Yakima firefighters endure rigorous fire training - NBC Right Now/KNDO/KNDU Tri-Cities, Yakima, WA |

Yakima firefighters endure rigorous fire training

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YAKIMA, WA - The job for first responders is never done. They're constantly training, preparing for any emergency possible.

All week long, the Yakima Fire Department is putting their firefighters through a drill that can't be simulated in a classroom. Every year, Yakima firefighters respond to the scene of dozens of house fires, and any of them can be devastating. 

But there are fires that are even more alarming. These happen in multi-story and high rise buildings like The Tower in downtown Yakima that is full of offices and hundreds of employees.

"It's not a common event, it's a dangerous event and it's risky to firefighters and their safety," said Captain Alex Langbell, Yakima Fire Department's training captain.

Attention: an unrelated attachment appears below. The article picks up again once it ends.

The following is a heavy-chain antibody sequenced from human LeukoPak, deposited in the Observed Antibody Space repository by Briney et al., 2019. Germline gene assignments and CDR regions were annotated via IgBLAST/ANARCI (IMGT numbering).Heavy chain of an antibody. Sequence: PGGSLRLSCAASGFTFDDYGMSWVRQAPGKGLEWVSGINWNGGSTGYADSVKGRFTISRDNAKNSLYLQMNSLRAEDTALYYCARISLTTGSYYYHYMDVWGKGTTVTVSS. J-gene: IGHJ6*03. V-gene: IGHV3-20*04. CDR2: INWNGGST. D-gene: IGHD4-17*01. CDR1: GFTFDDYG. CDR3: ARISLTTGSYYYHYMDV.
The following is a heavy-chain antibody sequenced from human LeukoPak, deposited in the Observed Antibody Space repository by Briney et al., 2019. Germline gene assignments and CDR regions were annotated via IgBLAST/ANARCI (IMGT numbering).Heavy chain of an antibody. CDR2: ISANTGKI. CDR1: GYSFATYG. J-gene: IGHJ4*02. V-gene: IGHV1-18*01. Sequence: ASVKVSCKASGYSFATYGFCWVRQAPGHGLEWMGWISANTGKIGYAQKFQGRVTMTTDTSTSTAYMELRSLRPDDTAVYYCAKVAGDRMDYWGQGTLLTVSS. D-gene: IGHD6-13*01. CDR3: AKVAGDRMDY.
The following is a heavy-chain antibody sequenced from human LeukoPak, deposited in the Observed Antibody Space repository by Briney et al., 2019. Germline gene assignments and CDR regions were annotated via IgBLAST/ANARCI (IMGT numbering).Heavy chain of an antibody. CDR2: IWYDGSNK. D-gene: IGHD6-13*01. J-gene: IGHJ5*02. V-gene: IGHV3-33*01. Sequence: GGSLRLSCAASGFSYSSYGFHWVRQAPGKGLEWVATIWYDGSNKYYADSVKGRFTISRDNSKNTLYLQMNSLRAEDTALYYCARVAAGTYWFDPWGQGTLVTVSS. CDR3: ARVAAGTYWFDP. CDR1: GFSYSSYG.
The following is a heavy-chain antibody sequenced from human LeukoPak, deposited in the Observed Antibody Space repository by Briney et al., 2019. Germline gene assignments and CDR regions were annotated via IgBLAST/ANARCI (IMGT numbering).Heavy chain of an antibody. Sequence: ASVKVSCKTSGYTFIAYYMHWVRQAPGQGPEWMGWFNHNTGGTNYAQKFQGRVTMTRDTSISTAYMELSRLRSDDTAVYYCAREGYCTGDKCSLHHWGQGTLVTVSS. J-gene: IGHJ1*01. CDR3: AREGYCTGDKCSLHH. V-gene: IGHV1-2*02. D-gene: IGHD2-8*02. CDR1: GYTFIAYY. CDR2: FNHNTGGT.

The sheer size of these buildings allows the department to put firefighters through a scenario that could happen at any moment. They've got to put out a fire, on the top floor.

"Letting these guys and gals go into these buildings, seeing what it looks like without smoke," Captain Langbell said. "How the hose lays out, where the connections are."

Crews not only have to climb 14 stories; they're doing it carrying at least 150 pounds of gear.

"We're talking extra bottles, extra hose. Everything that's needed to fight fire."

This drill is an opportunity for firefighters to see what it will take to get the manpower they need up to the fire effectively and efficiently.

"We're only getting a handful of them a year, so being able to get out here and practice and pull hose and actually get in these buildings...it's invaluable training for us," said Captain Langbell.

Yakima Fire says firefighters could easily weigh about 400 pounds when you consider their body weight plus the gear they're carrying, which makes it even more impressive that today's drill took less than 15 minutes.

"These guys are still sweating, still pulling hose, they're still climbing stairs," Captain Langbell explained. "They're working their tail off. They have to conserve their energy. This can be extremely exhausting."